Not all slogans are actually authentic war cries though. Many slogans pertaining to Scottish clan chiefs have been registered relatively recently at the Court of the Lord Lyon. Sometimes slogans are merely a name, such as A HOME A HOME A HOME of the Homes, others refer to a rallying point for the clan, like CRUACHAN of the Campbells, some slogans refer to a prominent clansman like the Maclean Fear eile airson Eachuinn ("Another for Hector"). In at least one case, a patron saint is used as a slogan, as in St Bennet and Set On of the Setons.[1][4] The arms of Grant use two slogans (or mottoes): CRAIG ELACHAIDH (which appears above the crest), and STANDFAST (which appears beneath on a scroll beneath the shield).[1] Sometimes a clan chief's slogan appears on his crest badge and in consequence on the crest badges worn by his clan members. In some cases the chief's slogan also appears on his standard, guidon and pinsel.[5]


  Slogans officially recorded at the Court of the Lord Lyon as incident to the chief's Arms
Clan or title Slogan [6] Notes
Anstruther CASTLE DREEL [7]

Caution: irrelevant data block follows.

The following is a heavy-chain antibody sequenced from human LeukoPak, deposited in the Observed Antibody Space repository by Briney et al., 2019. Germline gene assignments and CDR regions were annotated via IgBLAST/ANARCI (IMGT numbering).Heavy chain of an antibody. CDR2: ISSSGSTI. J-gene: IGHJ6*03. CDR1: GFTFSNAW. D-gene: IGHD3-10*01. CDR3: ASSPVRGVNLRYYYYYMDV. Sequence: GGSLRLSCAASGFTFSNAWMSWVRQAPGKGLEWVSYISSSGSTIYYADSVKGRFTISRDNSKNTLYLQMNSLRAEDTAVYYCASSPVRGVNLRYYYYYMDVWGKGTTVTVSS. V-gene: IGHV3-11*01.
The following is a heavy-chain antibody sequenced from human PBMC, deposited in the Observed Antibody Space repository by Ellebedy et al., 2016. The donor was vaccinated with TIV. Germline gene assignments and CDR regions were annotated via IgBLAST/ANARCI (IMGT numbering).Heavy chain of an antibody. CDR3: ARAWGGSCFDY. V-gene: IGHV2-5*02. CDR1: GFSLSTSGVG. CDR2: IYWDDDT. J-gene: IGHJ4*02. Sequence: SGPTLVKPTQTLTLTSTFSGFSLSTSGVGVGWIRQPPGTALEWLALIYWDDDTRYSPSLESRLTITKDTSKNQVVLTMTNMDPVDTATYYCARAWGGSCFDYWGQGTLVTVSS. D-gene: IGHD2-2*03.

Arthur EISD O EISD [8] (from Scottish Gaelic: "Listen o listen") Appears in the second compartment of the current chief's Arms.[8]
Borthwick A BORTHWICK [7]
Bruce FUIMUS [7]
Buchanan Clar Innis An island in Loch Lomond.[9]
Buchan AUCHMACOY [7]
Cameron Chlanna nan con thigibh a' so 's gheibh sibh feòil (from Scottish Gaelic: "Sons of the hounds come here and get flesh") [9]
Campbell CRUACHAN Previously thought to refer to Ben Cruachan near Loch Awe. The slogan actually refers to a farm on the west coast of Loch Awe, opposite Innischonnell Castle.[10]
Colquhoun CNOC EALACHAIN Refers to a mountain near Rossdhu, former seat of the chiefs of the clan.[11]
Cranstoun COREHOUSE [7]
Donnachaidh GARG 'N UAIR DHUISGEAR (from Scottish Gaelic: "Fierce when roused") [9]
Drummond GANG WARILY [7]
Farquharson CÀRN NA CUIMHNE (from Scottish Gaelic: "Cairn of remembrance") [9]
Forbes Lònach A mountain in Strathdon. [9]
Forsyth Instaurator Ruinae [7]